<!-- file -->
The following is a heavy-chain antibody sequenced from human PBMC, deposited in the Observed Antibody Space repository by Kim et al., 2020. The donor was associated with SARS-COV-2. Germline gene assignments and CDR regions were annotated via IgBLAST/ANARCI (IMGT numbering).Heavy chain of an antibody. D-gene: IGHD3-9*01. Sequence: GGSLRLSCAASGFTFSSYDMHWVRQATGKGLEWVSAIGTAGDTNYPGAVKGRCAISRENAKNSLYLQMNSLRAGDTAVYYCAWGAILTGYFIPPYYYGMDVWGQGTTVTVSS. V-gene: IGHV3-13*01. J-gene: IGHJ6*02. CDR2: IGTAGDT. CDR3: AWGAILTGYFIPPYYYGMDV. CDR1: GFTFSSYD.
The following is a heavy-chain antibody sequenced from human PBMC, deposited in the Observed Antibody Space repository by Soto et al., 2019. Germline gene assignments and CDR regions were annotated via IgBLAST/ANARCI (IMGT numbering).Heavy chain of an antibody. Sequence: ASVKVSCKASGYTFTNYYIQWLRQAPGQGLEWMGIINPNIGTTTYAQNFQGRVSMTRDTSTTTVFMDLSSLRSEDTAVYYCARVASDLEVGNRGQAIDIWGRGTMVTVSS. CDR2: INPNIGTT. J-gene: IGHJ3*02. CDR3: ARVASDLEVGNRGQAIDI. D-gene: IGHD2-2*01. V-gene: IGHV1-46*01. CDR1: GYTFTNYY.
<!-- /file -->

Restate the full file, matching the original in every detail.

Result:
The following is a heavy-chain antibody sequenced from human PBMC, deposited in the Observed Antibody Space repository by Kim et al., 2020. The donor was associated with SARS-COV-2. Germline gene assignments and CDR regions were annotated via IgBLAST/ANARCI (IMGT numbering).Heavy chain of an antibody. D-gene: IGHD3-9*01. Sequence: GGSLRLSCAASGFTFSSYDMHWVRQATGKGLEWVSAIGTAGDTNYPGAVKGRCAISRENAKNSLYLQMNSLRAGDTAVYYCAWGAILTGYFIPPYYYGMDVWGQGTTVTVSS. V-gene: IGHV3-13*01. J-gene: IGHJ6*02. CDR2: IGTAGDT. CDR3: AWGAILTGYFIPPYYYGMDV. CDR1: GFTFSSYD.
The following is a heavy-chain antibody sequenced from human PBMC, deposited in the Observed Antibody Space repository by Soto et al., 2019. Germline gene assignments and CDR regions were annotated via IgBLAST/ANARCI (IMGT numbering).Heavy chain of an antibody. Sequence: ASVKVSCKASGYTFTNYYIQWLRQAPGQGLEWMGIINPNIGTTTYAQNFQGRVSMTRDTSTTTVFMDLSSLRSEDTAVYYCARVASDLEVGNRGQAIDIWGRGTMVTVSS. CDR2: INPNIGTT. J-gene: IGHJ3*02. CDR3: ARVASDLEVGNRGQAIDI. D-gene: IGHD2-2*01. V-gene: IGHV1-46*01. CDR1: GYTFTNYY.